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China 101

The promising new energy source Beijing is tapping from the South China Sea and why it matters

With its successful collection of methane gas from icy methane hydrate, China joined other nations exploring a potential and abundant clean energy resource

PUBLISHED : Friday, 19 May, 2017, 10:19am
UPDATED : Tuesday, 13 June, 2017, 7:41pm

This week, Chinese engineers collected methane gas from methane hydrate, or “combustible ice”, in the South China Sea and converted it to natural gas in a single, continuous operation. With that achievement, China joined the US, Canada and other nations exploring what could be an abundant source of clean energy. Here’s a closer look at this cool new energy resource.

What is combustible ice?

In a cold, high-pressure environment such as a deep sea bed, methane produced by microorganisms and water molecules can combine and form methane hydrate, a white solid that can be easily ignited and burns quietly with a blue flame. Some people, therefore, call it combustible ice.

Why does it matter to China?

Methane hydrate is a very clean source of energy. With one cubic metre of the “ice” equalling more than 160 cubic metres of natural gas, some researchers have estimated the global reserve of methane hydrate is twice as much as that of other known fossil fuels, enough for human consumption for 1,000 years.

How was it discovered?

Under the China-claimed waters in the South China Sea, mainland scientists found icy deposits with energy content matching 70 billion tons of oil. That was half the country’s total oil and natural gas reserves on land, according to a People’s Daily article on Thursday.

Which nations are aggressively exploring its potential?

China and Japan are engaging in the world’s most aggressive experiments on methane hydrate exploitation. Both countries have a large industrial sector, depend heavily on energy importation and experience persistent anxiety over oil and natural gas prices.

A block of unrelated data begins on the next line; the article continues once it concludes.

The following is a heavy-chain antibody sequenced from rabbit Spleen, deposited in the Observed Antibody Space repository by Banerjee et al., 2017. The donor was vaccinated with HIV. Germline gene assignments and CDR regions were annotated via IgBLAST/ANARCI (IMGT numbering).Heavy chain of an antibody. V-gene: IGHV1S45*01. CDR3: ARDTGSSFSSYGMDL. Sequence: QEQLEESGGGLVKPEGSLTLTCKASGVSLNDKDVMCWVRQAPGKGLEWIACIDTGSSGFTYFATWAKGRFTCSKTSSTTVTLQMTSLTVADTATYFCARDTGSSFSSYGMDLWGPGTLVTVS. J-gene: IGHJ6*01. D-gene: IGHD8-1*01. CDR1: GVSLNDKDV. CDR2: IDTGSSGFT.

But China has some additional pressures, such as air pollution caused by the over-burning of coal, and the ambition to lead the world as a superpower.

How does it fit with China’s new Silk Road strategy?

Methane hydrate deposits dot the coastlines of many countries, such as Pakistan, that participate in China’s Belt and Road Initiative, a massive trade and economic integration strategy that is set to redraw the global economic map.

Beijing finds fresh ‘fire ice’ reserves in South China Sea

China has acquired the technology for “exporting to nations around the Maritime Silk Road, to help solve natural resources and energy problems in the Belt and Road Initiative”, and to “push for economic development and integration”, said the People’s Daily article.

How long has China been interested in combustible ice?

It could be just propaganda, but government energy survey vessels had been looking for combustible ice deposits since 1995, according to Chinese state media.

How hard is it to mine?

Test production in the Shenhu seabed showed mainland scientists have created technology that will enable mining the ice in the South China Sea in a sandy seabed, which previously would have posed an engineering challenge to an excavation effort.

Could 'fire ice' fuel the future?

The test production was carried out by Blue Whale 1, the world’s largest and deepest drilling rig. Built last year, the domestically designed and constructed platform could operate in almost any waters in the world.

What is the commercial potential of combustible ice?

Though current low energy prices make mining methane hydrate economically unwise at the moment, China is thinking of the future.

In a statement on Thursday, the Chinese central government said the breakthrough on combustible ice would trigger a “revolution in energy production and consumption” and help achieve “the great rejuvenation of [the] Chinese nation”.